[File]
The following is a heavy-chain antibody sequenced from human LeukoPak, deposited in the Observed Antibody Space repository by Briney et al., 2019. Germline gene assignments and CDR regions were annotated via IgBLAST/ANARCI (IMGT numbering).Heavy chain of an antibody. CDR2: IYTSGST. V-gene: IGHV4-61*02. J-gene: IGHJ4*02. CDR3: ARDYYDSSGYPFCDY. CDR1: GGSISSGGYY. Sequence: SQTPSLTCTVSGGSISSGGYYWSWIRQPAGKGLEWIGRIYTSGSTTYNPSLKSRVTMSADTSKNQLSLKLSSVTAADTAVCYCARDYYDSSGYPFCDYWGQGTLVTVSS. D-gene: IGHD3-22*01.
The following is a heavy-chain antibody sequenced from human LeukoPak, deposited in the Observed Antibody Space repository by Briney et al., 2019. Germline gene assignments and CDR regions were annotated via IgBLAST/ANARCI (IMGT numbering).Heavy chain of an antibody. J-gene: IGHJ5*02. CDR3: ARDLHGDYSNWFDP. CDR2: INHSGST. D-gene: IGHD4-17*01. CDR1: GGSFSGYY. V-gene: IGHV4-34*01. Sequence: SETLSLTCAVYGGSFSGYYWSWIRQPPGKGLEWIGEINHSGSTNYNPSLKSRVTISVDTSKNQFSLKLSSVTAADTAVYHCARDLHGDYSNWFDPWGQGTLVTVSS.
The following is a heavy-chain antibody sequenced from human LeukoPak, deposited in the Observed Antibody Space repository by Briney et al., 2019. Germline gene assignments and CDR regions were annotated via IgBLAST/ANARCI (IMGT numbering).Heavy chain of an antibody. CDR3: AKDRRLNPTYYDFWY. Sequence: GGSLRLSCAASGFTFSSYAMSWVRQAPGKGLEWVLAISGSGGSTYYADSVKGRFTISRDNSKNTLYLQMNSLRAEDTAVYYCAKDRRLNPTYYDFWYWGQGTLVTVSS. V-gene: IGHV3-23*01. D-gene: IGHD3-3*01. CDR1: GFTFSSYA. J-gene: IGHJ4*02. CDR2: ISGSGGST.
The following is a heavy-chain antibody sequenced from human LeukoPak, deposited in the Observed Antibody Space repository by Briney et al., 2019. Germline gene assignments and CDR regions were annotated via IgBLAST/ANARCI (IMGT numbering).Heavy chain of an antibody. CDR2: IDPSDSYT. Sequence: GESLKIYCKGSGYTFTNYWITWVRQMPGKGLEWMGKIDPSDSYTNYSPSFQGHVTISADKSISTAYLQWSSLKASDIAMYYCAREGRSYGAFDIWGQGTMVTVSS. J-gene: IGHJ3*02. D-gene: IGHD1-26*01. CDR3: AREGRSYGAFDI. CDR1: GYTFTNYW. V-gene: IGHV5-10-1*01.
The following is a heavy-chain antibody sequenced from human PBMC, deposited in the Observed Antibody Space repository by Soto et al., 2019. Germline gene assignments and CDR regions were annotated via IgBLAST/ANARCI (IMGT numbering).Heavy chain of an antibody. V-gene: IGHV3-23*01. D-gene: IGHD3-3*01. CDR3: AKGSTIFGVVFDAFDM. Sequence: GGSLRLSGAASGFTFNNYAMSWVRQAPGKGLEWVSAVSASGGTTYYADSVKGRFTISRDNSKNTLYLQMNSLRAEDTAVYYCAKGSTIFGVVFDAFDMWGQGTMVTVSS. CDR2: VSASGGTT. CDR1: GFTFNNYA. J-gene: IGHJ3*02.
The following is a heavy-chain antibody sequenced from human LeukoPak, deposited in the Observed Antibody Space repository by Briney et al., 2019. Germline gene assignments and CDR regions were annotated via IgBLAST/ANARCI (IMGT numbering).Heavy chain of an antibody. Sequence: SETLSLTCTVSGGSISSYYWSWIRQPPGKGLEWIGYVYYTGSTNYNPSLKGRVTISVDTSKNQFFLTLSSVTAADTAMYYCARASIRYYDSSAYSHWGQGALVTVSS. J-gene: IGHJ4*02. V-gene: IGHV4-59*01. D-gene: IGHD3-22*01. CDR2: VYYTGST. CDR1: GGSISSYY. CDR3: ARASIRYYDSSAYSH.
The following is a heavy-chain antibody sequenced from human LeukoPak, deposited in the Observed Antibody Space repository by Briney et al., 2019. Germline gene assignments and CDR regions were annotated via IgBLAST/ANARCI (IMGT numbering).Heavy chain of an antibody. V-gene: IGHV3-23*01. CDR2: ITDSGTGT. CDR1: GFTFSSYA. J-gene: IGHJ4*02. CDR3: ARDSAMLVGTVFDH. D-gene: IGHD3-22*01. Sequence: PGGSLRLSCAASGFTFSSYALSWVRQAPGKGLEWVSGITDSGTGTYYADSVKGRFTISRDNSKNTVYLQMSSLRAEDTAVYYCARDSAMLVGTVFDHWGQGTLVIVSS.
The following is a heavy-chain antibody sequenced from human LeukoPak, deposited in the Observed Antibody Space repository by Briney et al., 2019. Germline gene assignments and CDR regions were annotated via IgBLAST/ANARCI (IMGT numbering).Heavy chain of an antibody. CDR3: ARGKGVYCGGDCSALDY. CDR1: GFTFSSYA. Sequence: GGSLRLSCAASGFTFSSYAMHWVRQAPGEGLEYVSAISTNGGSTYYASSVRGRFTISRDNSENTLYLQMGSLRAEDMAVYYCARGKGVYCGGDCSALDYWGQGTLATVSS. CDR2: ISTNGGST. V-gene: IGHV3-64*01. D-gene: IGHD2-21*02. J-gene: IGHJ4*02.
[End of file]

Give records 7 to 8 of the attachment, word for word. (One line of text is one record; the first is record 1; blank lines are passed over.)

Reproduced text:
The following is a heavy-chain antibody sequenced from human LeukoPak, deposited in the Observed Antibody Space repository by Briney et al., 2019. Germline gene assignments and CDR regions were annotated via IgBLAST/ANARCI (IMGT numbering).Heavy chain of an antibody. V-gene: IGHV3-23*01. CDR2: ITDSGTGT. CDR1: GFTFSSYA. J-gene: IGHJ4*02. CDR3: ARDSAMLVGTVFDH. D-gene: IGHD3-22*01. Sequence: PGGSLRLSCAASGFTFSSYALSWVRQAPGKGLEWVSGITDSGTGTYYADSVKGRFTISRDNSKNTVYLQMSSLRAEDTAVYYCARDSAMLVGTVFDHWGQGTLVIVSS.
The following is a heavy-chain antibody sequenced from human LeukoPak, deposited in the Observed Antibody Space repository by Briney et al., 2019. Germline gene assignments and CDR regions were annotated via IgBLAST/ANARCI (IMGT numbering).Heavy chain of an antibody. CDR3: ARGKGVYCGGDCSALDY. CDR1: GFTFSSYA. Sequence: GGSLRLSCAASGFTFSSYAMHWVRQAPGEGLEYVSAISTNGGSTYYASSVRGRFTISRDNSENTLYLQMGSLRAEDMAVYYCARGKGVYCGGDCSALDYWGQGTLATVSS. CDR2: ISTNGGST. V-gene: IGHV3-64*01. D-gene: IGHD2-21*02. J-gene: IGHJ4*02.